Industry officials and political watchers are busy digesting the final GOP tax cut bill completed Friday, which is expected to be passed by the House and Senate early this week and signed into law by President Donald Trump by week’s end.

The conference committee version released Friday “more closely resembles the Senate version, and includes tax rate cuts for individuals, corporations and pass-through businesses, an elimination of many forms of tax deductions, larger exemptions from the estate tax and Alternative Minimum Tax, and numerous changes affecting multinational businesses,” said Tim Steffen, director of Advanced Planning at Baird Wealth Solutions Group.

“While steps were made to simplify our federal tax system,” the final GOP bill “seemed to fall short of where previous versions landed,” Steffen continued. “For example, rather than repealing the estate tax and AMT, this proposal simply expands the exemptions. Fewer taxpayers will be affected by them, but with AMT specifically, many will still have to go through the calculations to be sure.”

The Tax Foundation released Monday its analysis of the bill, finding that it would lead to a 1.7% increase in GDP over the long term, 1.5% higher wages, and an additional 339,000 full-time equivalent jobs.

(Related: The Tax Cuts and Jobs Act: An Advisor’s Guide)

On a static basis, the Tax Foundation said, “the bill would reduce federal revenues by $1.47 trillion, but additional economic growth would raise an additional $600 billion in revenue. With the dynamic revenue feedback, expiring provisions, and the functional repeal of the individual mandate, the dynamic revenue loss would be $448 billion.”

1. Retirement Plans

From a retirement industry perspective, the tax bill “is kind of boring,” said Brian Graff, CEO of the American Retirement Association. “In this case, boring is good.”

Graff noted the following areas that were included in either the House and Senate versions that were taken out of the final bill, which he called a “collective win” for the retirement planning industry: Proposals to require ‘Rothification’ of 401(k) plans; cutting or freezing retirement plan contribution limits; eliminating 403(b) and 457 plans; and basically eliminating all forms of nonqualified deferred compensation.

As Graff noted, the final bill does include, however, the following provisions impacting retirement plans:

  • Repeals the ability of individuals to recharacterize a contribution to a Roth to a traditional IRA
  • Extended rollover period for plan loans

Added Graff: “I do believe there is some pent-up desire to do several retirement-related measures, including [Multi-Employer Pension Plans], with action possibly next year.”

As noted previously, the bill also reduces taxes on pass-through businesses, which Graff notes creates “an unintended consequence” that undermines the incentives for small-business owners to sponsor a retirement plan for their workers.

2. College Planning

The final tax cut bill also makes changes to 529 college savings plans. As Baird’s Steffen notes, under the bill, Section 529 plans would be able to distribute up to $10,000 per year to cover the cost of K-12 expenses while enrolled in a public, private or religious school.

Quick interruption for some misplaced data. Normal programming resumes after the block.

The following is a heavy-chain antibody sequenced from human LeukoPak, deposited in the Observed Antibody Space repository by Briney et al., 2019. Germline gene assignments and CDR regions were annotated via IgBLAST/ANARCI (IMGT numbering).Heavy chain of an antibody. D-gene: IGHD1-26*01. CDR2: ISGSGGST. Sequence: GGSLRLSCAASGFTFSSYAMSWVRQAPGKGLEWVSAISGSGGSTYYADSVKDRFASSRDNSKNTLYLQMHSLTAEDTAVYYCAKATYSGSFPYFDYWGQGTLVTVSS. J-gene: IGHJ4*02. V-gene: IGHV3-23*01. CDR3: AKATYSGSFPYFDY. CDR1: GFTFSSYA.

“Today, the only tax-preferred way to save for those costs is by using a Coverdell Education Savings Account. No changes would be made to the rules regarding Coverdell accounts,” he said.

The definition of qualified expenses for a 529 account would be expanded to include certain homeschooling expenses, he continued, and “if a student loan is discharged due to the death or permanent disability of the student, that discharge would no longer be considered taxable income.”

The discharge of debt provision would expire after 2025, Steffen said, “while the other two changes would be permanent.”

3. Estate Tax Changes

The GOP plan would double the estate exemption beginning in 2018.

“The exemption is currently scheduled to be $5.6 million, meaning it would become $11.2 million per person, or $22.4 million per couple,” Steffen explained.

“Those who had already used their estate exemption in prior years would be able to make additional tax-free gifts to non-spouse beneficiaries next year,” he added.  

The increased estate tax exemption, Steffen said, would expire after 2025 and revert back to the law in effect for 2017 with inflation adjustments.

4. Alternative Minimum Tax

The final GOP bill follows the Senate version and increases the AMT exemption amounts, thereby reducing the number of taxpayers subject to AMT.

Under the proposal, Steffen notes, the AMT exemption for couples would increase from $78,750 in 2017 to $109,400 in 2018 (and from $50,600 to $70,300 for singles).

The AGI level at which the exemption is phased out would also be increased, from $150,000 in 2017 to $1,000,000 in 2018 for couples (and from $112,500 to $500,000 for singles).

“As a result, executives looking to exercise Incentive Stock Options should consider delaying those exercises until 2018,” Steffen counsels.  

Also, “those with AMT credit carryovers will find it much easier to recover those with these larger AMT exemption levels,” he said. “These increased exemptions and phase out levels would expire after 2025 and would revert back to their 2017 levels, with inflation adjustments.”

— Related: The Tax Cuts and Jobs Act: An Advisor’s Guide